Bad: The high carb approach with no calorie limit can make it tough for some people to lose weight with this plan.
Limiting fat intake can lead to being hungrier than with a high-fat, low-carb plan.
Avoiding most animal-based products can make it tough for some people to get enough protein in their diets.
Even though this diet is designed for improving health, those on an low-carb diet had better metabolic effects after a year in this comparative study.
Verdict: The main reason for limiting total fat and saturated fat intake in this plan is to improve the risk of heart disease. It’s hard to say one way or the other if saturated fat intake really increases your risk because of all the conflicting studies. There are some, like this study and this one, that show there is a link between saturated fat and heart disease, and there are other studies, like this one and this one, that show there is no association between the two.
I tend to recommend low-carb diets for weight loss more often than low-fat diets, but this plan will work better for some people depending on your lifestyle.
I like that this plan also recommends exercise and stress management because some plans neglect these aspects of a healthy lifestyle.
Diet Plan 7: South Beach Diet
What it Is: This is another low-carb diet plan that places emphasis on the glycemic impact of foods. It was created by cardiologist Dr. Arthur Agatston, when he noticed his patients on a low-fat diet were not improving their markers for heart disease risk. The South Beach Diet and The South Beach Diet Supercharged are two of his most popular books.
This plan focuses on choosing “good” fats instead of “bad” fats and “good” carbs instead of “bad” carbs. that means unsaturated fats instead of saturated and high-fiber carbs instead of high-glycemic carbs.
Like Atkins, this plan has phases. The first phase is the most restrictive, in terms of what you can eat, and is supposed to regulate your blood sugar. The second phase is less restrictive and is for losing weight. The 3rd is for maintenance.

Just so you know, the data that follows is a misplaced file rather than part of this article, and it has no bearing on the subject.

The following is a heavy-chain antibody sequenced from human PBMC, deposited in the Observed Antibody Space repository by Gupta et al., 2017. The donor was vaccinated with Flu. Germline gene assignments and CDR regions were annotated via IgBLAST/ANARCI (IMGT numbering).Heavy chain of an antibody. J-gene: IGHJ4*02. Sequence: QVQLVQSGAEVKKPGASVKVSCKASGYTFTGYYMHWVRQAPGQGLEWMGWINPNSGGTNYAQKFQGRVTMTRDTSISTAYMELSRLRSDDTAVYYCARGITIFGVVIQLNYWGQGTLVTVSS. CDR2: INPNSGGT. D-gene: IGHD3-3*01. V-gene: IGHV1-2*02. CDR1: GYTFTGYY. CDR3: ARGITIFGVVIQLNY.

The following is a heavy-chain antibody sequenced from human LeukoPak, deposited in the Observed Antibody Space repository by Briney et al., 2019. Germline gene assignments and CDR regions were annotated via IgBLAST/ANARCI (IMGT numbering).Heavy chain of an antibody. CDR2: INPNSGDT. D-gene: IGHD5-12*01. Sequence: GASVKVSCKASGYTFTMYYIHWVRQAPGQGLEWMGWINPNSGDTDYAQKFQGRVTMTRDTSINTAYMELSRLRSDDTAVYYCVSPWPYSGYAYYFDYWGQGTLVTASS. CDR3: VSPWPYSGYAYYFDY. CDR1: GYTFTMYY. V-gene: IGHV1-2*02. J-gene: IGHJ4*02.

Good: Keeps insulin levels low with low glycemic carbs but does allow more flexibility than Atkins in phases 2 and 3. All food groups are allowed in those phases.
You don’t need to track calories of grams of fat. (This could also be a negative depending on your personality.)
Higher fat in the diet can be more satisfying so you won’t get as many food cravings.
Bad: Phase 1 restricts most carbs and that can be challenging for some people. Adjusting to a low- carb diet can be tough until the body starts to use ketones for energy. This can make some people feel weak, tired and cranky until the body transitions.
Some of the polyunsaturated fats recommended in this diet are high in Omega-6 oils, some of which are linked to inflammation.
There are no strict portion size recommendations, although this can be a plus for some people.
Verdict: This plan is similar to Aktins but with less saturated fats and more low-glycemic carbs. I like that carbs are reintroduced slowly to promote a lifestyle change and not a short-term crash diet.
Like the first phase of Aktins, it’s also very restrictive, which may cause some people to give up too soon. Because of the strictness of the first phase, people may lose weight very quickly. As they enter phase 2 and the carbs are being reintroduced, the weight loss will slow down so be prepared for that.
If you like low carb plans but want flexibility to have a few “good” one here and there, this will be a great plan for you.
Diet Plan 8: Zone Diet
What it Is: The Zone diet was created by Dr. Barry Sears and gained popularity with his 1995 book Enter The Zone. The Zone diet consist of eating 5 times a day (3 meals and 2 snacks) and keeping each meal in the macro ratio of 40% carbs, 30% protein and 30% fat. The theory behind this diet is that this macro ratio will put you in an optimum metabolic state where you burn the most fat. The diet also recommends choosing low glycemic foods to keep insulin levels low. This plan uses your hand as a guideline for food measuring Zone Food Blocks for portion control.
The subsequent book OmegaRX Zone (2002) expanded on the original book and addressed omega-3s and their role in preventing inflammation. The 2014 book The Mediterranean Zone discusses polyphenols and how they can help improve gut health.
Many people consider the Zone a low-carb diet, even though most of the calories are still coming from carbs.
Good: You are not restricting an entire macro or food group so you have some variety with your food choices.
I like that this diet promotes eating fruits and vegetables and low-glycemic foods. It also recommends good fats like olive oil and avocadoes.
I don’t recommend it, but the plan does allow for some alcohol. Depending on your lifestyle, this might make it easier to stick to the plan.
The plan also recommends eating every few hours which can be a positive or a negative. The good thing is you won’t get too hungry so you’ll be less likely to make bad food choices.